More than 1,500 people in the borough have been waiting 10 years or longer to be assigned a council house, a freedom of information request by the Surrey Comet has revealed.

Kingston Council's reponse to our request also shows that more than 2,100 people have been waiting for between five and 10 years for a home.

At the end of the last financial year, 7,390 people were on the authority's housing waiting list - more than the number of homes available, which is about 4,000.

The authority and housing associations can house about 400 people per year.

A man from Kingston, who asked not to be named, said he spent 18 months on the waiting list after suffering a heart attack, and losing his job and home.

He added: "One of my friends has been on it for about six years. You get prioritised and you get pushed further and further down.

"They could sort out this homeless thing with the amount of empty office blocks around here. On the estate where I live there are lots of empty properties."

Dr Mike D'Souza, from the One Norbiton community group, said: "I don't think [the council] is doing all it can, but I think it's certainly moving well now.

"You have to build the houses and find the land in a borough that's fairly crowded already - but we are a richer borough than most."

Jill Preston, chairman of the Cambridge Road Estates Community Group, said in one case a family of four was housed temporarily in a one-bedroom tower-block flat.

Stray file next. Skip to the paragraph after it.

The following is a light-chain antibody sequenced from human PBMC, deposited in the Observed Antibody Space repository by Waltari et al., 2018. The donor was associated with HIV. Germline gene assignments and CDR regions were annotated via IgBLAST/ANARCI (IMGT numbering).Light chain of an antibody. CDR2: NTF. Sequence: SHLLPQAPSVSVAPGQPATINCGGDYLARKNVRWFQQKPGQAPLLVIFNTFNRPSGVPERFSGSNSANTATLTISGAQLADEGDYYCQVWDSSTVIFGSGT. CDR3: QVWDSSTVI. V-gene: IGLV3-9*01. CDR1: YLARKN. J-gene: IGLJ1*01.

She added: "The only answer would be more social housing built - which is why we get so upset about student accommodation being built in vast quantities."

Council leader Kevin Davis said: "It is a real issue and the last administration simply did not build enough housing to meet that waiting list.

"Can we house the entire list? No. But we are working hard to find a way to significantly increase the amount of council-owned housing stock.

"We will be ready to make announcements on this in the New Year."

Liberal Democrat opposition leader Liz Green said: "If we hadn't had right-to-buy in the 1980s we would have a lot more council houses.

"We did quite a lot to get people out or to encourage them to downsize. We need to build more affordable housing - what we are always short of is the large homes."

A council applications officer said: "It is not possible to state exactly how long applicants have been registered for housing, only how long they have been waiting in their current priority band.

"However, for the majority of applicants, these two dates are the same."

High-priority people include existing tenants who need a bigger or better-adapted home, homeless households in temporary accommodation and those with disabilities.

The numbers

  • Waiting six months to a year: 789
  • Waiting one to two years: 1014
  • Waiting two to five years: 1795
  • Waiting five to 10 years: 2124
  • Waiting more than 10 years: 1505